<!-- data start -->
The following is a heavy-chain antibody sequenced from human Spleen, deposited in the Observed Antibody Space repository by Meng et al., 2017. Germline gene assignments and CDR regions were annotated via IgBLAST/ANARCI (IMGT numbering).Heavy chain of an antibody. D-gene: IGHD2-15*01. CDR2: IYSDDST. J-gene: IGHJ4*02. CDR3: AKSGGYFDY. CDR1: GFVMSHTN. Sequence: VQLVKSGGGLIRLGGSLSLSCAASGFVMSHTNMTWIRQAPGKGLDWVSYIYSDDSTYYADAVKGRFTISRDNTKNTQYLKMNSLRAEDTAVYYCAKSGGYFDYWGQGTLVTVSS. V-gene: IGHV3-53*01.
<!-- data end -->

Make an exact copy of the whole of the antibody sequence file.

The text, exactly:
The following is a heavy-chain antibody sequenced from human Spleen, deposited in the Observed Antibody Space repository by Meng et al., 2017. Germline gene assignments and CDR regions were annotated via IgBLAST/ANARCI (IMGT numbering).Heavy chain of an antibody. D-gene: IGHD2-15*01. CDR2: IYSDDST. J-gene: IGHJ4*02. CDR3: AKSGGYFDY. CDR1: GFVMSHTN. Sequence: VQLVKSGGGLIRLGGSLSLSCAASGFVMSHTNMTWIRQAPGKGLDWVSYIYSDDSTYYADAVKGRFTISRDNTKNTQYLKMNSLRAEDTAVYYCAKSGGYFDYWGQGTLVTVSS. V-gene: IGHV3-53*01.